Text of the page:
DOI: 10.5593/sgem2017/54/S22.014


S. Moutinho,R. Moura, C. Vasconcelos
Tuesday 12 September 2017 by Libadmin2017

References: 17th International Multidisciplinary Scientific GeoConference SGEM 2017, www.sgem.org, SGEM2017 Conference Proceedings, ISBN 978-619-7408-11-9 / ISSN 1314-2704, 29 June - 5 July, 2017, Vol. 17, Issue 54, 105-112 pp, DOI: 10.5593/sgem2017/54/S22.014


According to Johnson Lairds’ Mental Models Theory, people develop internal representations of the natural world – mental models – that they use to interact with the world and understand the phenomena around them. Having this in mind, we could understand that students develop their knowledge through the construction of mental models, which help them to develop scientific reasoning and make decisions, being the basis of individual behaviors.
In this context, it is assume that the use of methodologies that enable students to restructure their mental models to make them more consistent with the scientific models. Model-Based Learning is a methodology that allows students to construct their knowledge, through the manipulation of models that promote an autonomous, dynamic, motivating and meaningful learning. Based on Model-Based Learning it was developed an intervention program which included the manipulation of three types of models – computational model, physical model and a mixed model – that allows the study of the seismic effects on soils and buildings. This intervention program was applied to 20 graduation students from a public university in Portugal.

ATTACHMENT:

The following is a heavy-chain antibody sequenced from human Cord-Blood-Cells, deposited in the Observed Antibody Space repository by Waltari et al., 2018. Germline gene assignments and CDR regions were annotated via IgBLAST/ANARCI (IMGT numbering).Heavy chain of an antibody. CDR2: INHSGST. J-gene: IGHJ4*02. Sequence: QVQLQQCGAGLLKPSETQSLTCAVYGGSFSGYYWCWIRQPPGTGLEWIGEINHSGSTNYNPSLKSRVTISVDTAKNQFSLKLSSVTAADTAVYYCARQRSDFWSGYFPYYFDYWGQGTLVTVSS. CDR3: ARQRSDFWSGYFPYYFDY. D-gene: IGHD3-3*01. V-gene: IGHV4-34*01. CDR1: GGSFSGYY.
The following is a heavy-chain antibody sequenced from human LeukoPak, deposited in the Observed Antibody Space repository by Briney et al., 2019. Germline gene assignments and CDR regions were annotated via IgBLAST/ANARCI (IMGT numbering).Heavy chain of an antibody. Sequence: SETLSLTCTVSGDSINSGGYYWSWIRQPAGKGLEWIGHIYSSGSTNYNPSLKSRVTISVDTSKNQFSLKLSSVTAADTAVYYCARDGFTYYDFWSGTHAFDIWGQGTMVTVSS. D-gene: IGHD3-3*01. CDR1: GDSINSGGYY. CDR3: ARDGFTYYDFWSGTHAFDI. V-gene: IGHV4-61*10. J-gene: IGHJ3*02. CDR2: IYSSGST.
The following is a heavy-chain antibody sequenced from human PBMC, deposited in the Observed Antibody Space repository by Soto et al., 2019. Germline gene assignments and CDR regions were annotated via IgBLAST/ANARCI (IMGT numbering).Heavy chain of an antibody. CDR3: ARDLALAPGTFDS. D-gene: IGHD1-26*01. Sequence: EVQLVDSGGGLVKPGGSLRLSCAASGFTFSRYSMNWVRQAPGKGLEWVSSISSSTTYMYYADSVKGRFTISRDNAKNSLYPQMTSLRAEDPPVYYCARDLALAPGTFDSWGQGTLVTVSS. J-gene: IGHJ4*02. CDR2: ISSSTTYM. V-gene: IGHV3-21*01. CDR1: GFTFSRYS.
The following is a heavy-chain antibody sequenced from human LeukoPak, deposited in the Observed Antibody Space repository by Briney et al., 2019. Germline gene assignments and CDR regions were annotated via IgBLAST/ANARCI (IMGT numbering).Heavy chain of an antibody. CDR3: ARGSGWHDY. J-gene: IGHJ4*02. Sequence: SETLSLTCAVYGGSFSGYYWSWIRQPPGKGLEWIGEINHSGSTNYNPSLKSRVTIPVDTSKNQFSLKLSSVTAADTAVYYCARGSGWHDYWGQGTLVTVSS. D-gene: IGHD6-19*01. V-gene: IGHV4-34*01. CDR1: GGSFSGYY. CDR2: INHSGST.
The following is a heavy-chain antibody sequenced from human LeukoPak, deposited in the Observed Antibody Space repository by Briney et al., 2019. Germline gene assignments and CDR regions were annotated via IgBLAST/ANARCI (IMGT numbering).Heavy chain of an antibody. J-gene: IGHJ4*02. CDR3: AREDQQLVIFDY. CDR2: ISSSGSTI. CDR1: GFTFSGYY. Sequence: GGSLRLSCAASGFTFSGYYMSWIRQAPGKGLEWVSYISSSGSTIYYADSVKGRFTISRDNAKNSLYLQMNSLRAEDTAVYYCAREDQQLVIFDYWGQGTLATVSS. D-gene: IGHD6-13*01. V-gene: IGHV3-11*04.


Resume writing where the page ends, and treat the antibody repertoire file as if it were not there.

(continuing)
This work aimed to analyze the development of 20 graduation students’ knowledge about the natural hazards trough their answers in a pre and post-test, applied before and after the intervention program, where they could manipulate the three types of models to solve some problems related to seismological hazards. The analysis of the results led us to conclude that the post-test, applied after the intervention program, allows seeing a significant increase in students’ knowledge, related to natural hazards. As so, the authors argue that the use of models should be more explored in science education, because they are important in the learning process, since they help students in the restructure of their mental models, to make them more congruent with the scientific models.

Keywords: Higher education students, meaningful learning, mental models, natural hazards, seismology.